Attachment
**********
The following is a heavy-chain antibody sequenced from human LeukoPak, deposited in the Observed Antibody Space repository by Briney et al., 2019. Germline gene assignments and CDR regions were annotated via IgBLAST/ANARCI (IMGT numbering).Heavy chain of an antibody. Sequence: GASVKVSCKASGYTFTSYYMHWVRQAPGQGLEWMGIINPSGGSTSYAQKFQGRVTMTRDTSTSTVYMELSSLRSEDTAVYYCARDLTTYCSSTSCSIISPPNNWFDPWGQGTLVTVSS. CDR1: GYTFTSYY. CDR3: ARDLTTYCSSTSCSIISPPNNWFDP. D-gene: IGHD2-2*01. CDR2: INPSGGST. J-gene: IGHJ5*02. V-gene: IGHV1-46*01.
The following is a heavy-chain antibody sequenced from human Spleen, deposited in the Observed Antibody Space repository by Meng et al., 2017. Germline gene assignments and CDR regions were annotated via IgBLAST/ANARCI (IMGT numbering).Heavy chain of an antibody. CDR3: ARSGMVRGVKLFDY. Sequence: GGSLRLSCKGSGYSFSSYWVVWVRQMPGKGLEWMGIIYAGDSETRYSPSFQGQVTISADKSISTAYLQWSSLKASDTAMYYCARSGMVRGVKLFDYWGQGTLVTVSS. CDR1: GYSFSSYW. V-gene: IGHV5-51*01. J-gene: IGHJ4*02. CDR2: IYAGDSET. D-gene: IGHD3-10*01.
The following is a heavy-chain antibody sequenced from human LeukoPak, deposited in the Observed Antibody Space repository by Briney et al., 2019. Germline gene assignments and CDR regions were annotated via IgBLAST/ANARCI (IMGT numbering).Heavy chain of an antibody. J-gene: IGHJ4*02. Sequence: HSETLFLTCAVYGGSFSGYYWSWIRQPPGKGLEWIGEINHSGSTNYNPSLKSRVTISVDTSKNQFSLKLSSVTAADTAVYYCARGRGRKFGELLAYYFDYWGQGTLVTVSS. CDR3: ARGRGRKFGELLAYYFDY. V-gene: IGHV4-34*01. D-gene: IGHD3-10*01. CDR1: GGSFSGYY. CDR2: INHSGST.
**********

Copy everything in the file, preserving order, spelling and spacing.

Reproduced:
The following is a heavy-chain antibody sequenced from human LeukoPak, deposited in the Observed Antibody Space repository by Briney et al., 2019. Germline gene assignments and CDR regions were annotated via IgBLAST/ANARCI (IMGT numbering).Heavy chain of an antibody. Sequence: GASVKVSCKASGYTFTSYYMHWVRQAPGQGLEWMGIINPSGGSTSYAQKFQGRVTMTRDTSTSTVYMELSSLRSEDTAVYYCARDLTTYCSSTSCSIISPPNNWFDPWGQGTLVTVSS. CDR1: GYTFTSYY. CDR3: ARDLTTYCSSTSCSIISPPNNWFDP. D-gene: IGHD2-2*01. CDR2: INPSGGST. J-gene: IGHJ5*02. V-gene: IGHV1-46*01.
The following is a heavy-chain antibody sequenced from human Spleen, deposited in the Observed Antibody Space repository by Meng et al., 2017. Germline gene assignments and CDR regions were annotated via IgBLAST/ANARCI (IMGT numbering).Heavy chain of an antibody. CDR3: ARSGMVRGVKLFDY. Sequence: GGSLRLSCKGSGYSFSSYWVVWVRQMPGKGLEWMGIIYAGDSETRYSPSFQGQVTISADKSISTAYLQWSSLKASDTAMYYCARSGMVRGVKLFDYWGQGTLVTVSS. CDR1: GYSFSSYW. V-gene: IGHV5-51*01. J-gene: IGHJ4*02. CDR2: IYAGDSET. D-gene: IGHD3-10*01.
The following is a heavy-chain antibody sequenced from human LeukoPak, deposited in the Observed Antibody Space repository by Briney et al., 2019. Germline gene assignments and CDR regions were annotated via IgBLAST/ANARCI (IMGT numbering).Heavy chain of an antibody. J-gene: IGHJ4*02. Sequence: HSETLFLTCAVYGGSFSGYYWSWIRQPPGKGLEWIGEINHSGSTNYNPSLKSRVTISVDTSKNQFSLKLSSVTAADTAVYYCARGRGRKFGELLAYYFDYWGQGTLVTVSS. CDR3: ARGRGRKFGELLAYYFDY. V-gene: IGHV4-34*01. D-gene: IGHD3-10*01. CDR1: GGSFSGYY. CDR2: INHSGST.